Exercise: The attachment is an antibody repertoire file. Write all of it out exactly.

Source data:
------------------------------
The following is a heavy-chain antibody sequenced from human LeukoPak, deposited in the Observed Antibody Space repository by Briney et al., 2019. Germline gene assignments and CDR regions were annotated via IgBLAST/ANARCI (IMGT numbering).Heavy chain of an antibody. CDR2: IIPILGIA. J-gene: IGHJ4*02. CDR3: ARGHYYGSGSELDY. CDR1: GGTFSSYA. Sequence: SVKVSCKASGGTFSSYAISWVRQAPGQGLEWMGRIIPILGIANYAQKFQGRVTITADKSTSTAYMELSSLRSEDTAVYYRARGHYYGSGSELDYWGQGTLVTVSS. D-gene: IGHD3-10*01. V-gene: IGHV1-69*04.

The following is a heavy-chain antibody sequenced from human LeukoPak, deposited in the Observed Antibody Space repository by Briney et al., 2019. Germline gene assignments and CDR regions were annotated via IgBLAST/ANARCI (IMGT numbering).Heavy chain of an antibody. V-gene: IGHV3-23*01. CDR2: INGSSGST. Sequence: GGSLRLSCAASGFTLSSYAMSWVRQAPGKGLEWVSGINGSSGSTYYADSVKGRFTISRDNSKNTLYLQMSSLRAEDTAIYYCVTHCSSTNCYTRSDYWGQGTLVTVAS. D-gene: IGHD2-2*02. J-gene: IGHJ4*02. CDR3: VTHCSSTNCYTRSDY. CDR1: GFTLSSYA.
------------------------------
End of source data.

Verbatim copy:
The following is a heavy-chain antibody sequenced from human LeukoPak, deposited in the Observed Antibody Space repository by Briney et al., 2019. Germline gene assignments and CDR regions were annotated via IgBLAST/ANARCI (IMGT numbering).Heavy chain of an antibody. CDR2: IIPILGIA. J-gene: IGHJ4*02. CDR3: ARGHYYGSGSELDY. CDR1: GGTFSSYA. Sequence: SVKVSCKASGGTFSSYAISWVRQAPGQGLEWMGRIIPILGIANYAQKFQGRVTITADKSTSTAYMELSSLRSEDTAVYYRARGHYYGSGSELDYWGQGTLVTVSS. D-gene: IGHD3-10*01. V-gene: IGHV1-69*04.

The following is a heavy-chain antibody sequenced from human LeukoPak, deposited in the Observed Antibody Space repository by Briney et al., 2019. Germline gene assignments and CDR regions were annotated via IgBLAST/ANARCI (IMGT numbering).Heavy chain of an antibody. V-gene: IGHV3-23*01. CDR2: INGSSGST. Sequence: GGSLRLSCAASGFTLSSYAMSWVRQAPGKGLEWVSGINGSSGSTYYADSVKGRFTISRDNSKNTLYLQMSSLRAEDTAIYYCVTHCSSTNCYTRSDYWGQGTLVTVAS. D-gene: IGHD2-2*02. J-gene: IGHJ4*02. CDR3: VTHCSSTNCYTRSDY. CDR1: GFTLSSYA.